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Title: Elevations in growth hormone and glucagon-like peptide-2 levels on admission are associated with increased mortality in trauma patients

Burn and trauma patients present a clinical challenge due to metabolic derangements and hypermetabolism that result in a prolonged catabolic state with impaired healing and secondary complications, including ventilator dependence. Previous work has shown that circulating levels of growth hormone (GH) are predictive of mortality in critically ill adults, but few studies have examined the prognostic potential of GH levels in adult trauma patients. Here, our objective is to investigate the utility of GH and other endocrine responses in the prediction of outcomes, we conducted a prospective, observational study of adult burn and trauma patients. We evaluated the serum concentration of GH, insulin-like growth factor 1 (IGF-1), IGF binding protein 3 (IGFBP-3), and glucagon-like peptide-2 (GLP-2) weekly for up to 6 weeks in 36 adult burn and trauma patients admitted between 2010 and 2013. As a result, non-survivors had significantly higher levels of GH and GLP-2 on admission than survivors. This study demonstrates that GH has potential as a predictor of mortality in critically ill trauma and burn patients. Future studies will focus on not only the role of GH, but also GLP-2, which was shown to correlate with mortality in this study with a goal of offering early, targetedmore » therapeutic interventions aimed at decreasing mortality in the critically injured. GH and GLP-2 may have clinical utility for outcome prediction in adult trauma patients.« less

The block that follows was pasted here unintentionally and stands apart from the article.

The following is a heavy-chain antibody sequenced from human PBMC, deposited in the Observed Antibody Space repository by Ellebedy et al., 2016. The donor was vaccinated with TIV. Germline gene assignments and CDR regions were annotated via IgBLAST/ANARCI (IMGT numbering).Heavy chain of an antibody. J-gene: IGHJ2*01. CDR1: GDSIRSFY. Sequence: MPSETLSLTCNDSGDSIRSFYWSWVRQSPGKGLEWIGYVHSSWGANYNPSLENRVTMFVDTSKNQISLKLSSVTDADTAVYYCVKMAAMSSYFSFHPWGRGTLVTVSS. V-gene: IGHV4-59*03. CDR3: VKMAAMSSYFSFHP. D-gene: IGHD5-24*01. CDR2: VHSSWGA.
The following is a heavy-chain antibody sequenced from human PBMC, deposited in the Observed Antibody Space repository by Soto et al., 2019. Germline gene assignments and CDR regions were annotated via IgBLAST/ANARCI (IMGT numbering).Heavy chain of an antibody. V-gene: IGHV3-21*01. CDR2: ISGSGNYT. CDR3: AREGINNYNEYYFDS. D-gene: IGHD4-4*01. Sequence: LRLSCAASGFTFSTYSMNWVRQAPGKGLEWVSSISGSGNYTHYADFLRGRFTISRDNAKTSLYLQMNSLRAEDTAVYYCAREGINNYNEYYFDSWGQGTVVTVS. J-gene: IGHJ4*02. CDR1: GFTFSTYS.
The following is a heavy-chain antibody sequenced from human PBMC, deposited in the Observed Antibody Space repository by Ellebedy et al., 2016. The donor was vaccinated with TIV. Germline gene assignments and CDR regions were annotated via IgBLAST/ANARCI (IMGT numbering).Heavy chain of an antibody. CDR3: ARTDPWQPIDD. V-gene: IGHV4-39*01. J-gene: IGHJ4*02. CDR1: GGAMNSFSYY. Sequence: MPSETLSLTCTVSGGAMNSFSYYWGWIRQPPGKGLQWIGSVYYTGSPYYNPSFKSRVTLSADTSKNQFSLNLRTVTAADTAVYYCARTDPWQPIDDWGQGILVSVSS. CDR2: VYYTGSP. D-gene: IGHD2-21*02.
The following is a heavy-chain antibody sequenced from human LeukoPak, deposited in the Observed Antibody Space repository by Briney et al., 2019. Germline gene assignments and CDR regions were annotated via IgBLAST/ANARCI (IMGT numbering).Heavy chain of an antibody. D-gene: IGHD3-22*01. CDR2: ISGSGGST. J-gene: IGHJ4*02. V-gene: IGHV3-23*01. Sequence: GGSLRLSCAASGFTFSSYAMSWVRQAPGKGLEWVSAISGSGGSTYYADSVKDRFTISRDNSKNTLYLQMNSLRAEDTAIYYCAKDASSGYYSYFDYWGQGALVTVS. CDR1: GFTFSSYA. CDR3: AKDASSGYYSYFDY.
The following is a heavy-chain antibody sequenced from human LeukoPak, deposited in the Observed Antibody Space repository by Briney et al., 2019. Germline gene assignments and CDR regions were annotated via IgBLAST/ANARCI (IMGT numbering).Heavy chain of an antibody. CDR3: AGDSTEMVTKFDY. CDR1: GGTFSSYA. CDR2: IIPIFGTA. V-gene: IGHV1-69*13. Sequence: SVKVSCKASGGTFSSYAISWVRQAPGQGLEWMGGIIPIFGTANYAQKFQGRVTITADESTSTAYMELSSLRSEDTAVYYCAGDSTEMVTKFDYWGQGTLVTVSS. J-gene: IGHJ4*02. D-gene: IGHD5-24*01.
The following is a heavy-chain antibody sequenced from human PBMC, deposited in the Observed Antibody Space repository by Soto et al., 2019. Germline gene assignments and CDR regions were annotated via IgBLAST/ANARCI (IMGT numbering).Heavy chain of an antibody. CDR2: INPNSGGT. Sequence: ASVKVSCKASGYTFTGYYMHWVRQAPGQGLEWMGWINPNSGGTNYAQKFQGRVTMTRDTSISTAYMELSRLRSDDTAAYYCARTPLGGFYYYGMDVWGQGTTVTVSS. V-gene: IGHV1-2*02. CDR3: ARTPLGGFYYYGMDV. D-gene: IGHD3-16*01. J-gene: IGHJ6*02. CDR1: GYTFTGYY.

[1] ;  [2] ;  [3] ;  [4] ;  [2] ;  [5] ;  [3]
  1. United States Army Institute of Surgical Research, San Antonio, TX (United States)
  2. Brooke Army Medical Center, San Antonio, TX (United States)
  3. United States Army Institute of Surgical Research, San Antonio, TX (United States); Uniformed Services Univ. of the Health Sciences, Bethesda, MD (United States)
  4. Baylor Scott and White Memorial Hospital, Temple, TX (United States)
  5. Staten Island Univ. Hospital, Staten Island, NY (United States)
Publication Date:
Accepted Manuscript
Journal Name:
Scandinavian Journal of Trauma, Resuscitation and Emergency Medicine
Additional Journal Information:
Journal Volume: 24; Journal Issue: 1; Journal ID: ISSN 1757-7241
BioMed Central
Research Org:
United States Army Institute of Surgical Research, San Antonio, TX (United States)
Sponsoring Org:
Country of Publication:
United States
60 APPLIED LIFE SCIENCES; Biomarker; Burn; Hormone; Hypermetabolism; Trauma
OSTI Identifier: